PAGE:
Studies that met the following evidence-based PICOS inclusion criteria were considered appropriate: (i) patients: individuals undergoing minimally invasive hysterectomy, including vaginal, laparoscopic, and robotic approaches; (ii) intervention: preemptive pregabalin; (iii) comparator: preemptive placebo; (iv) outcomes: any of the prespecified endpoints; and (v) study design: RCTs. The exclusion criteria were as follows: (i) patients undergoing abdominal hysterectomy; (ii) interventional preemptive drugs other than pregabalin; (iii) control of preemptive drugs other than passive placebo; and (iv) study designs other than RCTs, including non-randomized studies, reviews, and conference abstracts.

3. Information sources

Five major electronic databases were screened from inception until August 28, 2021. These databases included PubMed, Web of Science, the Cochrane Central Register of Controlled Trials, Embase, and Scopus. Additionally, the reference lists of the included RCTs and recent reviews were manually screened for additional pertinent RCTs that could have been overlooked. There were no restrictions on patient age, language, or year of publication.

4. Literature search

The following query search was utilized in all five major databases: pregabalin AND hysterectomy AND (vaginal OR laparoscopic OR robotic OR minimally invasive). The literature search was independently completed by two investigators, and disagreements, if any, were rectified by consensus. Supplementary Table 1 shows the exact literature search strategy for all databases.

5. Study selection

All citations retrieved from the database search were imported into an Excel spreadsheet. Duplicate citations were omitted. Next, titles and/or abstracts were screened for potential eligibility and unrelated citations were removed. Subsequently, the remaining eligible citations underwent full-text examination to determine the final eligibility for inclusion in the meta-analysis. The study selection was independently completed by two investigators, and disagreements, if any, were rectified by consensus.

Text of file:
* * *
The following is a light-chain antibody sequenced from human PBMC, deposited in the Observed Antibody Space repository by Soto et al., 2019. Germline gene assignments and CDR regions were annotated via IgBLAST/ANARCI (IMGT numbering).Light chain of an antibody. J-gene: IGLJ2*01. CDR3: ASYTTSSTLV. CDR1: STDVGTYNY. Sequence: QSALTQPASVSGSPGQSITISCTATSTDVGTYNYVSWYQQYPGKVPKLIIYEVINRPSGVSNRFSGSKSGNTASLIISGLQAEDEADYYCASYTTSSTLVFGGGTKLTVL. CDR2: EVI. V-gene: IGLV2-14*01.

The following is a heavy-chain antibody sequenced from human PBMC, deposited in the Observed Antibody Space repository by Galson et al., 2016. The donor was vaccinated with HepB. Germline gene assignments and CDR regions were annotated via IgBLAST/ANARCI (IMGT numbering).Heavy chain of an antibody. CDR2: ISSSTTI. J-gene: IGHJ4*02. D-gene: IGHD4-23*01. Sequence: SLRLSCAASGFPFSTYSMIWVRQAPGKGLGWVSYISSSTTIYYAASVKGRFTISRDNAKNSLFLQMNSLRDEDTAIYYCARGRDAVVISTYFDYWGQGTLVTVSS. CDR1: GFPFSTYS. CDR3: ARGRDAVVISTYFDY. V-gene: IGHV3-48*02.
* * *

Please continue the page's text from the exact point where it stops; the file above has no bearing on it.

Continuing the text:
6. Data collection process and items

A data collection sheet was designed to summarize the extracted data. There were two main types of data: the first type included the baseline characteristics of the included RCTs, such as study identifier, country of publication, type of minimally invasive hysterectomy, study arms, sample sizes, age/weight/height/body mass index of patients, operation time, and details of pregabalin administration. The second type of data included the following study’s endpoints: (i) the mean postoperative pain scores at rest at 0, 2, 4, 6, 12, and 24 hours; (ii) the mean postoperative pain scores on movement/coughing at 12 and 24 hours; (iii) the rate of patients who were opioid-free postoperatively; (iv) the mean postoperative time to first analgesic rescue therapy in hours (intravenous tramadol 50 mg or intramuscular diclofenac sodium 1 mg/kg); (v) the rates of patients with nausea only, nausea plus vomiting, vomiting only, mouth dryness, and respiratory depression; (vi) mean Ramsay sedation score; and (vii) rate of patients with ≥3 Ramsay sedation score within 0-1 hours postoperatively [25]. The postoperative pain scores were assessed in accordance with the 10-cm visual analog scale (VAS), in which “0” corresponded to no pain at all and “10” corresponded to the worst possible pain imaginable. Postoperative opioid consumption included either pethidine (50-100 mg) or tramadol (50 mg), as reported in the relevant RCTs. Ramsay sedation score is a well-established metric used to characterize a person’s level of sedation (sleepiness). It has six possible scores, as follows: patient is anxious and agitated or restless, or both (score 1); patient is cooperative, oriented, and tranquil (score 2); patient responds to commands only (score 3); patient exhibits brisk response to light glabellar tap or loud auditory stimulus (score 4); patient exhibits a sluggish response to light glabellar tap or loud auditory stimulus (score 5); and patient exhibits no response (score 6) [25]. Data were collected by six investigators (in groups of two) independently, and disagreements, if any, were rectified by consensus among the groups.

7. Risk of bias evaluation of the included studies

The Cochrane risk of bias tool was used to assess the quality of the included studies [26]. Seven key domains were evaluated: (i) random sequence generation, (ii) allocation concealment, (iii) performance bias, (iv) detection bias, (v) attrition bias, (vi) reporting bias, and (vii) other potential sources of bias. Each domain was scored as high, low, or unclear. The risk of bias evaluation of the included studies was completed independently by two investigators, and disagreements, if any, were rectified by consensus.

8. Summary measures and data analysis